I am both thrilled and saddened by the amount of e-Christmas cards I have received this Festive Season. Thrilled because it is saving trees of course and also some of them have been very creative and fun to watch. Saddened because a fantastic opportunity to connect to your clients in a personal way has been missed.
Let me explain my thinking. Everybody likes to feel that somebody has gone to some trouble on their behalf; to be made to feel special. Any kind of hand-written note will do this but a well selected and personalised Christmas card is just the absolute best.
Running through a CRM database and ticking the names of people who you want your e-Christmas mail to go to is not really the same as a personal message written in your own hand with a nice ink pen. Plus the fact you can’t really fill your desk with emails unless you print them off and then that’s more dead trees.
Wishing somebody a happy Christmas alongside a shared experience from the last year; something you will be doing together in the year to come or just a simple “thank you” will really connect and reinforce a personal relationship.
I wrote mine last night. It took a couple of hours with Mrs Ames as my glamorous assistant packing the cards into the boxes. Not only is it a good thing to do but I really enjoyed thinking about the people I was sending them to.
It’s not too late, dear readers. Even if your firm has pressed the button and unleashed 10,000 emails into the Christmas ether you can still slip round to Smiths, buy 50 nice cards and send them to your special clients and hot leads. I promise they will appreciate it.
You know it makes festive as well as business sense.
I’ll tell you what surprises me: the way people try to go from cold to red-hot in a sales relationship and then wonder why they weren’t successful. It’s like “hi, my name is Mike Ames, now do you want to buy this…..”. I know it’s not quite like that but believe me I have witnessed scenarios not too far adrift and it happens an awful lot out there.
Consider, for a moment, the art of seduction. So you want to start a new relationship with somebody you find attractive (and vice versa of course) do you steam straight in there and ask “hi, my name is Mike Ames – would you like to come back to my place?” Of course not. At best you would receive a withering look and at worst risk some kind of physical violence and even if somebody said yes are they really the kind of person you want to have a relationship with? I think not. But that is precisely the approach that many people do take when trying to sell their offerings.
An alternative approach is to see sales as a seduction (because that is precisely what it is) and to conduct yourself accordingly. Know who you find attractive, find out where they go, either have a “patter” that you can approach them with or better yet arrange for somebody to introduce them, show them how you are different and get to them to imagine how great life would be for them if they were in a relationship with you. Then you need to enter into the ritual courtship slowly moving the relationship forward in a number of small non-threatening steps getting ever closer to your end-goal until the moment is right and then whoosh – in you go.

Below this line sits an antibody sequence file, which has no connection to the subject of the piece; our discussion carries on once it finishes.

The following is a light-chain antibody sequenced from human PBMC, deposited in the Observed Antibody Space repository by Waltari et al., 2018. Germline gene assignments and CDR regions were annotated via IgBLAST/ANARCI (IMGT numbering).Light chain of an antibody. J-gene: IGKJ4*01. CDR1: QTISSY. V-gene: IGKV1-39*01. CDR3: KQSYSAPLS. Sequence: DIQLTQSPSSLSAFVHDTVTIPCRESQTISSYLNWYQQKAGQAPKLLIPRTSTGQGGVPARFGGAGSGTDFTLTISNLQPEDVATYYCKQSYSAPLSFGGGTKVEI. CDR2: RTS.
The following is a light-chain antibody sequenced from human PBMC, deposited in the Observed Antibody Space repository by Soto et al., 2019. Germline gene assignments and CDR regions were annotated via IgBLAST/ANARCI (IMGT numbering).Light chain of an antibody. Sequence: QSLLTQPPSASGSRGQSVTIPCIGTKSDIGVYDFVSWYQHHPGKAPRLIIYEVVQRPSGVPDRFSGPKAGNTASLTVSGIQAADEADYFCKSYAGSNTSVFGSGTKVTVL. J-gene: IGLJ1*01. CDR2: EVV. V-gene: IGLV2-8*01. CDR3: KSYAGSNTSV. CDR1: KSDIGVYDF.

So stop selling like a one-night-stand and start a proper courtship – you stand a much better chance of making a home run if you’ve touched all the bases first.
If you want to see my good self talk about this in person then just click to play.
I just met a really special guy who I shall call Nick, mainly because that happens to be his name. We met up for a reason that doesn’t matter as far as this blog goes but we got onto talking about sales and particularly networking. Nick is a consummate sales person who, as with all great sales people, comes across as anything but salesy. He is charming, down to earth, listens and concentrates on the little things but the most striking aspect of Nick’s approach was his view of relationships. If he said “people buy from people” once he must have said it 10 times and I completely agree.
Trouble is many people say it but few of them live it but that is where Nick is different: he walks the walk not just talks the talk – in short he is a connector. At the end of our discussions I asked a favour – I am keen to make a noise about education. I don’t intend to bang on about it now but I feel that we don’t educate our children so much as process them and like some great Soviet 5 Year Plan produce what we want not necessarily what industry needs. Also for a man that loves metrics like I do I think for the next 5 years there shouldn’t be any in education at all. There you go, I said I wasn’t going to bang on about it but I have – sorry.
Anyhow, back to Nick. As soon as I had roughed out my ideas Nick was straight in there thinking of which of his massive network engine he could introduce me to. Now I am thankful to Nick for his support on this campaign but in the wider scheme of things what an asset he has there. Key people in industry and government who all dig him and do you know how he managed to amass such a treasure-trove of contacts? He gives without any thought of return – a true Real Networker if you ask me and an inspiration to us all.